A virus remains active for different periods of time depending on the surface and the virus ‘coat’.  COVID-19 virus appears to last about 6 hours as droplets in the air (keep air moving indoors), 24 hours on cardboard, 2 to 3 days on steel and plastic (clean frequently used surfaces).  The route of infection from a surface is droplets from a carrier deposited on the surface, someone else touches the surface with the hand.  The hand goes to the face (eyes, nose or mouth) and then the virus gets into the system, attacks cells and multiplies.  Frequent hand cleansing, keeping hands away from the face or wearing a mask to stop you touching your face will all help.

There is a general trend for flu and cold viruses to be seasonal with colds being more common in October, November and December and flu viruses in January, February and March.  Not enough research has been done in this area but suppositions about people being outdoors more in summer and the environmental changes (temperature, humidity and UV penetration from the sun). These are some of the things that may cause differences:- High humidity could help the virus be viable for longer (less evaporation). UV light also breaks down many chemicals, industrial UV cleaning would require quite large doses of high energy UV-C which fortunately does not get through our atmosphere because it would also destroy our skin.  UV-B affects skin and probably has an effect on the virus but we don’t know how big an effect and UV-A (the lowest energy UV) will have a lesser impact.  Temperature could affect the chemical breakdown, generally higher temperature causes faster changes.  A lot more research needs to be done in this area and will probably now get funding because of this outbreak.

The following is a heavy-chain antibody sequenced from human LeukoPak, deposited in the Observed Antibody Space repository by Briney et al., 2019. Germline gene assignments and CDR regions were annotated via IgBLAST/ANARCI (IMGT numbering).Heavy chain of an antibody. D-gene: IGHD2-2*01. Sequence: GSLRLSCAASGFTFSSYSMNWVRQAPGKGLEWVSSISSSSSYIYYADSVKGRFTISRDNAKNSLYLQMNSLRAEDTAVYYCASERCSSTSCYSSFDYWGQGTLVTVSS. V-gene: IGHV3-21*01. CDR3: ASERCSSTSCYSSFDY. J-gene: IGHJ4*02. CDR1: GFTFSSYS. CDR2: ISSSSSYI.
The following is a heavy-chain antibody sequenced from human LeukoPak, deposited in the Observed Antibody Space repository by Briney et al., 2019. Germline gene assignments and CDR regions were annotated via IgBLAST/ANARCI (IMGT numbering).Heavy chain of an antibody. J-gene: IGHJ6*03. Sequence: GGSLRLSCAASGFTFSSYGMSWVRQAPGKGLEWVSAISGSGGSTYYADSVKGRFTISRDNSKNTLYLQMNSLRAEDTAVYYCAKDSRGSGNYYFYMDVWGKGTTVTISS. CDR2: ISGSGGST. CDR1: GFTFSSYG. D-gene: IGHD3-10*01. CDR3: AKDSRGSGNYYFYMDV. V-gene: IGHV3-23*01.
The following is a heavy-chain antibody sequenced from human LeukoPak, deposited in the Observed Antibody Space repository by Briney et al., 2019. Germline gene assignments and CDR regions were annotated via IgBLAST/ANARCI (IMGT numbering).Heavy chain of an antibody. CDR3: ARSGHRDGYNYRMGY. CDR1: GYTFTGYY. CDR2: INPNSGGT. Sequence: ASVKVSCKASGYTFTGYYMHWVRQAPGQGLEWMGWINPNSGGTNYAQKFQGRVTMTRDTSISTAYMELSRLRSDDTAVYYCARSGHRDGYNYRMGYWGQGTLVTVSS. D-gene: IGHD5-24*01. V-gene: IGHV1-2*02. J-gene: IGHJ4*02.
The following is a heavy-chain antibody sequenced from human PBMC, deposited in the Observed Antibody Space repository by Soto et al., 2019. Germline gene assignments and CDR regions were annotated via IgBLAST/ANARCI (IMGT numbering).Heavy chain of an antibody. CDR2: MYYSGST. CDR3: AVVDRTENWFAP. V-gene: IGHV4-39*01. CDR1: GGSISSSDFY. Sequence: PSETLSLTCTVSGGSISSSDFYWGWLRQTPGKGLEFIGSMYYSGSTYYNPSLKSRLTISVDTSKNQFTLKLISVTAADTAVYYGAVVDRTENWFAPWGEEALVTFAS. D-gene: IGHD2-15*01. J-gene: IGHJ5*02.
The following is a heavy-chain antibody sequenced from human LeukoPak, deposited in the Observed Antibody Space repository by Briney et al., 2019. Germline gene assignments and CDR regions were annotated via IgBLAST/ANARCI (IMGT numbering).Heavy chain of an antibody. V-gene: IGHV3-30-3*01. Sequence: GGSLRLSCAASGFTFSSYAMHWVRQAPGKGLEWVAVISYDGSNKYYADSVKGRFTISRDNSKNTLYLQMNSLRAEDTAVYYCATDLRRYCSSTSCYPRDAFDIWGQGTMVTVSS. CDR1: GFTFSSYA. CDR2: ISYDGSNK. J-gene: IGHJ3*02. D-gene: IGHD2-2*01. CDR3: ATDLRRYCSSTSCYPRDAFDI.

Do the ‘scores’ in the papers mean very much?

The number of cases and deaths shown in the news, or more reputably by Johns Hopkins University, Baltimore (https://coronavirus.jhu.edu/map.html) are really quite poor indicators of what is really happening.  Many deaths are not reported as COVID-19 deaths and reported cases are mainly indications of how many suspected cases have been tested.  Some countries have not done many tests because the suspects were not ill enough and there was a shortage of tests.  Some countries have deliberately underreported in order to keep the country working.  Any figures have to be questioned.  (but I still look at them!)

Source: Modified for Scarlett Middle School from NPR by Christopher Thomas. Original work: A comic for Kids exploring the New Coronavirus by NPR (English),  There is also a Simplified Chinese edition.

mythbustering

FAQs

For more frequently asked questions and answers, go to the WHO website by clicking on the link below: 

https://www.who.int/news-room/q-a-detail/q-a-coronaviruses

Global Cases Update

Please click on the image to see LIVE dashboard | Source: Johns Hopkins University

Please click on the image to see LIVE figures | Source: Worldometer